The Value of a Great Crew

Regardless of the present economic condition (which seems to be doing quite well all things considered) there have always been clients with limited budgets for their photography projects and there always will be. [tweetmeme source=”callielipkin” only_single=false]

Most commercial photo shoots consist of creative fees and expenses.  So there are two ways to lower the cost of a shoot: get the photographer to work for less money (ask for less usage rights, fewer shots or shooting days, have a flexible schedule etc.) or reduce the expenses, which often means skimping on props, locations, talent and/or crew members.

These are all legitimate cost saving ideas – and just like when you purchase other services you usually get what you pay for.

I recently did a shoot with an agency that allowed for 4 kinds of stylists, 2 assistants, a digital tech, a PA and a few styling assistants.  All these people were absolutely essential because we had a very limited time slot with talent and had multiple shots to achieve at multiple locations.  There was also a video crew separate from my crew, that had dozens of shots to get through during the same time period.  We had a prop stylist prepping our locations, a food stylist prepping all the product for the client, a wardrobe stylist for the main talent and 4 extras and a hair and makeup stylist.  Without great planning and all these crew members, the client may have been able to save a few bucks, but they certainly would not have gotten as many pictures accomplished, and they would not have had control over all the elements in the image (props, quality of food styling, wardrobe, etc).  This would have led to disappointment on their end, and possibly even a reshoot which would have ended up costing more in the end.  Fortunately, this was a savvy client and we were able to work with a full crew.  We accomplished everything the client wanted, including a few extra shots and tons of video spots, adding tremendous value.  We even wrapped a few minutes early and everyone involved was extremely happy with both the process and the results.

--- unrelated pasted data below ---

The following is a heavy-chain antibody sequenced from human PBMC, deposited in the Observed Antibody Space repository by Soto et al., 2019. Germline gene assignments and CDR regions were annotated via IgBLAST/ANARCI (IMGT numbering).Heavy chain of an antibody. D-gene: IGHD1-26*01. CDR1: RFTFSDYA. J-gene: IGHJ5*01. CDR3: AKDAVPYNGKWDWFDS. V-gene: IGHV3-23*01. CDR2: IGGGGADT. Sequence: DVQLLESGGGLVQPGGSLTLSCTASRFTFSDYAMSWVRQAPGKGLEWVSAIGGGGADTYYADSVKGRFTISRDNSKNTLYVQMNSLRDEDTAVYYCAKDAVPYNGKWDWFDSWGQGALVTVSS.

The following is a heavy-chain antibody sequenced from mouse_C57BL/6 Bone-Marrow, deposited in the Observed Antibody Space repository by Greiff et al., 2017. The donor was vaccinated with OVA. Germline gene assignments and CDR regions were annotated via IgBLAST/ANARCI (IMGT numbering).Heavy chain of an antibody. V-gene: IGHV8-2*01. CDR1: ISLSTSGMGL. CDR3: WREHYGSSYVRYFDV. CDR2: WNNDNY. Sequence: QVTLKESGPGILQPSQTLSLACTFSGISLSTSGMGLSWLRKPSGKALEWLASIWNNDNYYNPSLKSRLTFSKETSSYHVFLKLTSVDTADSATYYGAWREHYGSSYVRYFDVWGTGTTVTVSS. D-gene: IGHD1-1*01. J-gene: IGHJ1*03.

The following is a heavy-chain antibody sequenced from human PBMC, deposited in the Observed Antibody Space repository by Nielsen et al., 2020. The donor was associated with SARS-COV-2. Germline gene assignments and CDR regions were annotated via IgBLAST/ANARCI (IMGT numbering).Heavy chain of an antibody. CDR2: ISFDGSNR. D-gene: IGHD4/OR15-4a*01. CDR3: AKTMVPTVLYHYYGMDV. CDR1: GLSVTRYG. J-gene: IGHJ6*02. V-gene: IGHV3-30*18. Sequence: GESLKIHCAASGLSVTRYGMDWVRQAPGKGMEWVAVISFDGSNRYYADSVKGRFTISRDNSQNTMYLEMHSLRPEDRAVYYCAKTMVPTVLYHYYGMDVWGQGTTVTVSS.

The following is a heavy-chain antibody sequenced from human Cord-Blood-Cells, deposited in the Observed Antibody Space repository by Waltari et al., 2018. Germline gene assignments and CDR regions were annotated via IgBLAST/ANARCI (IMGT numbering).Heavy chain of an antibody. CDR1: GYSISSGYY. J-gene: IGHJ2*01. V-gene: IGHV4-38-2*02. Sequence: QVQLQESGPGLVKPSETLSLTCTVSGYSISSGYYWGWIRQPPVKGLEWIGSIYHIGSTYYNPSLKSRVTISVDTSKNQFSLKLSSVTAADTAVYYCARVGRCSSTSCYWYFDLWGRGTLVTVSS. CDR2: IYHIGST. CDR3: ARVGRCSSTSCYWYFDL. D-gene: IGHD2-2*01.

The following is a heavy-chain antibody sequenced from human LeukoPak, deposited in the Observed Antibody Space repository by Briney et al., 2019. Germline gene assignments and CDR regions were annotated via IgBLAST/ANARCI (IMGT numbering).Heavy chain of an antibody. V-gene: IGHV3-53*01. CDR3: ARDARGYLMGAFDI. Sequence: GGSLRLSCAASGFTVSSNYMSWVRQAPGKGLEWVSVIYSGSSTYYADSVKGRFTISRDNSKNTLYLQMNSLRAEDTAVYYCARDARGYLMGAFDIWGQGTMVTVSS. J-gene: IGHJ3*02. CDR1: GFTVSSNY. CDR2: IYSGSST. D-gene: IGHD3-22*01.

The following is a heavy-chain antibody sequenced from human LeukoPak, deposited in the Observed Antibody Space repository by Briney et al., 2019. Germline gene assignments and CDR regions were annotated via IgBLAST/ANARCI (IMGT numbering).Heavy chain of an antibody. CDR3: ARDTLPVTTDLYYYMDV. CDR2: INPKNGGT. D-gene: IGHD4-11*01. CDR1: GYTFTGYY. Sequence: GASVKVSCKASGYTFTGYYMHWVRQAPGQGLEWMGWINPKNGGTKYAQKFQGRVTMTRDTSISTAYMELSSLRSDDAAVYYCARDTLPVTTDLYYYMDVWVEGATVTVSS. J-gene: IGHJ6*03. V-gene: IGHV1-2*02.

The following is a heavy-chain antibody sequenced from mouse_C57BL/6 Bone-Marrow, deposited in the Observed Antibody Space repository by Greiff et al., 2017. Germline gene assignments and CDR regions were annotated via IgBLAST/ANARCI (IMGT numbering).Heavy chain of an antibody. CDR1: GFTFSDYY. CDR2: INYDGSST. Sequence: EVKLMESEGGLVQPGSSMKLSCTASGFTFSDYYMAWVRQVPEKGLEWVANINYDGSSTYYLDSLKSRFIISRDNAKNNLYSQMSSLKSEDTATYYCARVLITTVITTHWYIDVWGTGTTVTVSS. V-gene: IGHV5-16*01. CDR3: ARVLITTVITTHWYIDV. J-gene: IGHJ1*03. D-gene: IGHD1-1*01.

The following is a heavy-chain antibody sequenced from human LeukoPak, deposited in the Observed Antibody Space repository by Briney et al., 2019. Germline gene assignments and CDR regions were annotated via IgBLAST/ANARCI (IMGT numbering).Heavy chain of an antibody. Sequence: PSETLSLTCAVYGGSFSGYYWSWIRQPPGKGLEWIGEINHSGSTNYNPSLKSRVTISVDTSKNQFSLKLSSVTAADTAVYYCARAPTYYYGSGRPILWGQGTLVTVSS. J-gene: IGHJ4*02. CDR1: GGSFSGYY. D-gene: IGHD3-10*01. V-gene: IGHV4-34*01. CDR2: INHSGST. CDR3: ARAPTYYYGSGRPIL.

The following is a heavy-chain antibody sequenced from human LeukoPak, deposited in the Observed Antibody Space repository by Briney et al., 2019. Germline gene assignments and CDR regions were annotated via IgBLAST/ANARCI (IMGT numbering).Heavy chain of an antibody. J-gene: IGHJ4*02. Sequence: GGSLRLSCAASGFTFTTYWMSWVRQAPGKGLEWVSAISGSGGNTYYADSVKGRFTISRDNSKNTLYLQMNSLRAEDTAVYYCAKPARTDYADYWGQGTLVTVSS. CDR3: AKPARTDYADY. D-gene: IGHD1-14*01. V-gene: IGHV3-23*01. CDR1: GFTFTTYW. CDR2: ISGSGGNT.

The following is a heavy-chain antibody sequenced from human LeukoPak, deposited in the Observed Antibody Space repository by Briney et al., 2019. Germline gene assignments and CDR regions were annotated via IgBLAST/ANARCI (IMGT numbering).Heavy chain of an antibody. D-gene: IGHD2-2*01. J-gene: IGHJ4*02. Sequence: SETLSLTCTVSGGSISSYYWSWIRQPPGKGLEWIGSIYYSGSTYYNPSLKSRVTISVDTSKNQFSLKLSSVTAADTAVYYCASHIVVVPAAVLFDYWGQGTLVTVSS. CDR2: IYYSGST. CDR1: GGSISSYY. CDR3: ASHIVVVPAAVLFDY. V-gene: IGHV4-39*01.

For new photographers – be sure to constantly be building relationships with new potential crew members, they will make or break your project.  For clients – look carefully at your estimates.  There is often more to the numbers than just who is least expensive – look at how they will be spending your money, and ask them and yourself if you think there are enough crew members on board to make the project a success.

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